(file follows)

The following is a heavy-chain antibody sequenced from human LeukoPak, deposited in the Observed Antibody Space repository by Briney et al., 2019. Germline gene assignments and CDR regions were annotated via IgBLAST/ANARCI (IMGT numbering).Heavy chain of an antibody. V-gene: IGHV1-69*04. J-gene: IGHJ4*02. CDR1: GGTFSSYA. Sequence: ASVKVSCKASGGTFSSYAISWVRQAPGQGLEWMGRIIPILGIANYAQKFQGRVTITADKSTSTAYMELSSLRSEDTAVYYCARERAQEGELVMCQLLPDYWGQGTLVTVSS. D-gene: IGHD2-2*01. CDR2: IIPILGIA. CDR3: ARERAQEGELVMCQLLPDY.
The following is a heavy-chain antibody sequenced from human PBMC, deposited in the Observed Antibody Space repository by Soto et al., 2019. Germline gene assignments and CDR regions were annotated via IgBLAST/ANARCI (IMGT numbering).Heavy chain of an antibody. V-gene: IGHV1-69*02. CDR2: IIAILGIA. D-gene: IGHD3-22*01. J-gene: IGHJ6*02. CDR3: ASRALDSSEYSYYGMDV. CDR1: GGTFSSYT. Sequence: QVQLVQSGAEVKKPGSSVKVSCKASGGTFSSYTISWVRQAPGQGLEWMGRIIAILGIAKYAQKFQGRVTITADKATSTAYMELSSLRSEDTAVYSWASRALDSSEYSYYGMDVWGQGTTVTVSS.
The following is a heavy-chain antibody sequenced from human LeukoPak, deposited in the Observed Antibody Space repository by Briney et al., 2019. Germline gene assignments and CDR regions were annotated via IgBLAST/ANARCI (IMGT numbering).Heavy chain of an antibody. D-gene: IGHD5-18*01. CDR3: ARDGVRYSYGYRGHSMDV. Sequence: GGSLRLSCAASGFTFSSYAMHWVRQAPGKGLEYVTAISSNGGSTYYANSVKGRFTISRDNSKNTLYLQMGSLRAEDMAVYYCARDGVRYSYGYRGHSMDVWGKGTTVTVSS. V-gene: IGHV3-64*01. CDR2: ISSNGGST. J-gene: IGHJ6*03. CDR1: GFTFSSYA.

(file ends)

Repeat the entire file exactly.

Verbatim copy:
The following is a heavy-chain antibody sequenced from human LeukoPak, deposited in the Observed Antibody Space repository by Briney et al., 2019. Germline gene assignments and CDR regions were annotated via IgBLAST/ANARCI (IMGT numbering).Heavy chain of an antibody. V-gene: IGHV1-69*04. J-gene: IGHJ4*02. CDR1: GGTFSSYA. Sequence: ASVKVSCKASGGTFSSYAISWVRQAPGQGLEWMGRIIPILGIANYAQKFQGRVTITADKSTSTAYMELSSLRSEDTAVYYCARERAQEGELVMCQLLPDYWGQGTLVTVSS. D-gene: IGHD2-2*01. CDR2: IIPILGIA. CDR3: ARERAQEGELVMCQLLPDY.
The following is a heavy-chain antibody sequenced from human PBMC, deposited in the Observed Antibody Space repository by Soto et al., 2019. Germline gene assignments and CDR regions were annotated via IgBLAST/ANARCI (IMGT numbering).Heavy chain of an antibody. V-gene: IGHV1-69*02. CDR2: IIAILGIA. D-gene: IGHD3-22*01. J-gene: IGHJ6*02. CDR3: ASRALDSSEYSYYGMDV. CDR1: GGTFSSYT. Sequence: QVQLVQSGAEVKKPGSSVKVSCKASGGTFSSYTISWVRQAPGQGLEWMGRIIAILGIAKYAQKFQGRVTITADKATSTAYMELSSLRSEDTAVYSWASRALDSSEYSYYGMDVWGQGTTVTVSS.
The following is a heavy-chain antibody sequenced from human LeukoPak, deposited in the Observed Antibody Space repository by Briney et al., 2019. Germline gene assignments and CDR regions were annotated via IgBLAST/ANARCI (IMGT numbering).Heavy chain of an antibody. D-gene: IGHD5-18*01. CDR3: ARDGVRYSYGYRGHSMDV. Sequence: GGSLRLSCAASGFTFSSYAMHWVRQAPGKGLEYVTAISSNGGSTYYANSVKGRFTISRDNSKNTLYLQMGSLRAEDMAVYYCARDGVRYSYGYRGHSMDVWGKGTTVTVSS. V-gene: IGHV3-64*01. CDR2: ISSNGGST. J-gene: IGHJ6*03. CDR1: GFTFSSYA.